We have a couple outs. First, we’ll ask for Runway 33. And, most of the time at Aspen, you’ll get it. If traffic’s too tight and ATC can’t accommodate us, we can head over to Eagle. It’s about 25 miles away, and the airport’s much more open. A headwind landing there is no problem.

But first, ask. And just like that, ATC gives us Runway 33.

The arrival into Aspen can be a little intimidating, but, it doesn’t get much more stunning.

We’ll head towards the Red Table VOR, which is a good landmark often used by Aspen Approach. It sits on the first of two ridges, which is Red Table Mountain. As you cross, you should be about 12,500′. The mountain reaches 11,500′ to 12000′. So you feel pretty close when you cross.

Then you head for Ruedi Reservoir. This one’s hard to miss. And then over the second ridge into the Roaring Fork Valley. And, you should have Aspen in sight. Expect a handover to Aspen Tower anytime now.

As we join the downwind, you realize that the 9000′ pattern altitude isn’t as high as it sounds. And that hill to our left? I’m getting the feeling that if we tapped the brakes, we’d slow down.


Regardless of the terrain, there’s one advantage to flying a pattern. Standard configurations. So, flaps down to 50%, and slow to 100 knots. We’re expecting a smooth base to final and an easy landing.

And that. Hold over the city. Which Swayne, coolly points out the issue: holding over the city is pretty tight.

I hadn’t considered that today is Presidents Day, one of the busiest weekends in ski country. Which means that my opposite direction landing is screwing up their flow. So I have to circle until they can find a gap.

Normally, circling over the city is frowned upon. The big reason? Noise. Aspen likes its peace and quiet. And they get a lot of traffic, even on a normal day, so they ask you to avoid the city. But when ATC needs to park you in the sky, the city’s a close spot.


From a flying perspective, there are some other concerns. Like terrain, which, by now, you have probably picked up on. If we had significant wind, even 20 knots could do, we could find some wicked up and downdrafts in the valley. Which would make holding even more dangerous. Lucky for us today isn’t too windy.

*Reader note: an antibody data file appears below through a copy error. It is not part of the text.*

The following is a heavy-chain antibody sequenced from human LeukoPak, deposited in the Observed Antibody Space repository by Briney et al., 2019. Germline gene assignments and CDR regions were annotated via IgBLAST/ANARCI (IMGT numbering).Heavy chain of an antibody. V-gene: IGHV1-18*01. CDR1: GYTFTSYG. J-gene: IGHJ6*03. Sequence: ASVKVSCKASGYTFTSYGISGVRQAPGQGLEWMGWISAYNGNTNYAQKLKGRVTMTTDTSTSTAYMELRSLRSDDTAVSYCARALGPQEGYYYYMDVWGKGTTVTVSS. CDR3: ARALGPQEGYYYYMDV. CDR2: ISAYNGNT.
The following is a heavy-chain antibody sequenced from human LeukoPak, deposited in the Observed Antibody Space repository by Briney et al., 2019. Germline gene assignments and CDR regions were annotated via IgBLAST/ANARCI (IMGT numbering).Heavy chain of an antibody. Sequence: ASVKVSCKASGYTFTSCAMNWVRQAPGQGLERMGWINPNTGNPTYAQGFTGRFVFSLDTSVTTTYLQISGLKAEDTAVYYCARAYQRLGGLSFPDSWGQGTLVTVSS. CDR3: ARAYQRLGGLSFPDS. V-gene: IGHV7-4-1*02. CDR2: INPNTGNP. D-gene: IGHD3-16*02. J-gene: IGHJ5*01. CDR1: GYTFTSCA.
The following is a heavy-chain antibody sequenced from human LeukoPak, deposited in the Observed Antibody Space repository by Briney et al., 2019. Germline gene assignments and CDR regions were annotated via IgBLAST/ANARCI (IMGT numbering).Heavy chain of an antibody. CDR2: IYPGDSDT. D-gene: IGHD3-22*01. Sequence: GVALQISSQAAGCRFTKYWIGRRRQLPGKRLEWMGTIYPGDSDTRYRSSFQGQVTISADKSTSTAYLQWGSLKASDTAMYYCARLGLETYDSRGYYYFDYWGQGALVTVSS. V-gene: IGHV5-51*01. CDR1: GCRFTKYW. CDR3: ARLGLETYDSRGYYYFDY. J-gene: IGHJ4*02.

So, should we climb? 9000′ puts us pretty close to the terrain. As the perspective system wont let us forget…


Climbing up would make a landing more difficult – we only have a short base to final to make it down 1100′ feet. And, from the sound of the radios, we’re not going to have a lot of time to make that approach. We need to stay in position.

Our flaps are still down at 50%. Should we pull them up? In this case, no. We’ll fly at 100 knots, and leaving our flaps down gives us a wide margin on our stall speed. Plus, we have plenty of power. And any faster than 100 knots would make those turns a little tight for my taste.

So for now, we just need to keep a close eye on the terrain.

The arrival is pretty textbook. Swayne flies a smooth base to final, lines up, and makes a nice touchdown. On centerline. Like a pro.

On taxi out, we really get the full picture of how busy this airport is. Falcons, Challengers Gulfstreams. They’re stacked three deep on the ramp. So you have to ask, was landing on 33 a good idea, should we have taken 15 like everyone else?


Being busy doesn’t change the tailwind. And we’re not a challenger, we’re a Cirrus. High traffic shouldn’t pressure us to make a bad decision. Either the winds needed to die down, or we needed to go somewhere else. ATC worked their magic here. They found a way to accommodate us. And, if they couldn’t, we would have made a video about diverting and landing at Eagle.